The Nothing Person

Reassure and follow through. Once the decision has been made, reassure the Maybe Person that there are no perfect decisions and that his or her decision is a good one. Then stay in touch until the decision is implemented. Strengthen the relationship. Take a few moments from time to time to listen to the Maybe Person’s concerns and help him or her learn the decision-making process whenever the opportunity arises. With patient investment, the Maybe Person may become one of your most dependable decision makers. The Nothing Person. You can’t know what’s going on because the Nothing Person tell you nothing- no feedback, verbal or nonverbal. When events fail to measure up to the standard of perfection, some people get so totally frustrated that they withdraw completely. There may be one last shout at the powers that be for failing to get it right: “Fine! Do it your way. Don’t come crying to me if it doesn’t work out!” From that point on they say-and do-nothing. When people want to get it right and fear that it will be done wrong, their behavior becomes more perfectionistic. They find every flaw and potential error. Nothing People are passive, but they can be task focused or people-focused depending on their intent – get it right or get along. When the intent to get along is threatened, shy people tend to withdraw and become ever more passive. When get it right Nothing People see their quest for perfection thwarted, they get frustrated and withdraw, convinced that nothing will change the situation, no matter what they say or do. Although Nothing People seem to withdraw from conflict, inside they can be boiling cauldrons of hostility. Silence can be either form of aggression. Your goal with Nothing People is to break this silence and persuade him or her to talk. Five surefire step to break your Nothing Person’s silence. 1. Plan enough time. Dealing successfully with a Nothing Person may take a long time. If you’re tense because of time constraints, you may be too intense to draw him or her out. The more intense you get, the deeper the Nothing Person withdraws into nothing. So pick the time and place for approaching your Nothing Person so that you have the time it takes. 2. Ask open-ended questions expectantly. The best question for a Nothing Person is one that can’t be answered with a yes, a no, or a grunt. Ask questions that begin with a “Who,” “What,” “When,” “Where,” or “How” to open up topics for discussion. Make sure that your non-verbal communication is also asking for response. You must look and sound like you’re about to get an answer. We call this the “expectant look” –and it works. 3. Lighten it up. When nothing else is working, a little humor can go a long way. Making absurd, exaggerated, and impossible guesses as to the cause of the silence has cracked the armor of some of the most intransigent Nothing People. 4. Guess. If your Nothing Person still isn’t responding, try putting yourself in his or her shoes and thinking back over the course of events as to what that person might be feeling. Start talking out loud, rattling off possibilities whether they seem plausible or far out. It doesn’t matter. If you can hit on or near the reason for the silence, the person will figure the jig is up and he or she might as well start talking. If you don’t come close, the Nothing Person may figure you don’t have a clue and feel compelled to tell you what is going on. 5. Show the future. Sometimes the only way to get Nothing People talking is to take them out of the moment and show them the consequences of their continued silence. Don’t make idle threats, but be clear about how their behavior could damage the project or your relationship.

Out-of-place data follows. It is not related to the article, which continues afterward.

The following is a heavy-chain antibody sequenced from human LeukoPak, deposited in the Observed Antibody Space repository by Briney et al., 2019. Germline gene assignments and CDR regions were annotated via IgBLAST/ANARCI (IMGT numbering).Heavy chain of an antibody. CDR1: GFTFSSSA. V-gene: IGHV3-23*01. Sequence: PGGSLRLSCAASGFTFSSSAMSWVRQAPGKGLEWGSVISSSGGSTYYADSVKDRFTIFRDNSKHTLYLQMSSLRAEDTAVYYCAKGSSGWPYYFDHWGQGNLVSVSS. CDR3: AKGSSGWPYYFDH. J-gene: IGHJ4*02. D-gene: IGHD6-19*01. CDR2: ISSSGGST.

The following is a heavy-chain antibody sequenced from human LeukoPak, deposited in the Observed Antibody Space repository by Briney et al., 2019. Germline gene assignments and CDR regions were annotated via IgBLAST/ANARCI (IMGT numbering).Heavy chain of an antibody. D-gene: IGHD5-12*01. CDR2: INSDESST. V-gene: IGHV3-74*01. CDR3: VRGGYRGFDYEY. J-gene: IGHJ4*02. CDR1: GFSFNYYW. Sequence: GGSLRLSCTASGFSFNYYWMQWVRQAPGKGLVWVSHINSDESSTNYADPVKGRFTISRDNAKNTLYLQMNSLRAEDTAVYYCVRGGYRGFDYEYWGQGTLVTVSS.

Monday, January 19, 2009

Introduction to Theater

I have always been a fan of theater productions. In fact, I used to be a stage actor when I was in high school. Every single moment spent with my co-actors is a time well spent. There is certainly that unexplainable feeling that you can only get from becoming a part of a stage play. Hard work and patience really took root on me as we rehearse plays days after days, to think that during this time, I had to balance my high school academic life and acting career (so to speak). 

Acting is not easy but it is surely fun. Some of my high school classmates would admire me and ask me how it feels to be on stage. I delight at the feeling of being noticed, and I tell them that acting is not just a privilege but more of a responsibility. In acting, you need to keep your schedule of rehearsals, memorize lines and take care of your voice. Unless you can keep these things then you won’t survive in theater. 

True enough, discipline was an attitude our directors would often tell us to have. If an actor lacks discipline then no matter how good he is then he will never be an effective actor. Later on, I was recognized as one of the best actors in our high school. I was recognized as best supporting actor in a play where I acted as an ostentatious gay vendor selling “talong” and other vegetables. 

Years have passed and those people who have seen the play still calls me “talong.” Just proves how effective the power of “talong” can be on people’s memory. My point is simple, theater experience is something that can never be achieved in a normal activity. 

Frankly, when I find myself on a stage I crave to act again. I want to be somebody else. That’s the power of theater. You can become anybody that you want, and the audiences believe you for that short span of time while you act your part on stage. They don’t laugh at you or ridicule you because they accept who you are when they are watching. Some may call this escapism, I call it the ‘Superman Effect’.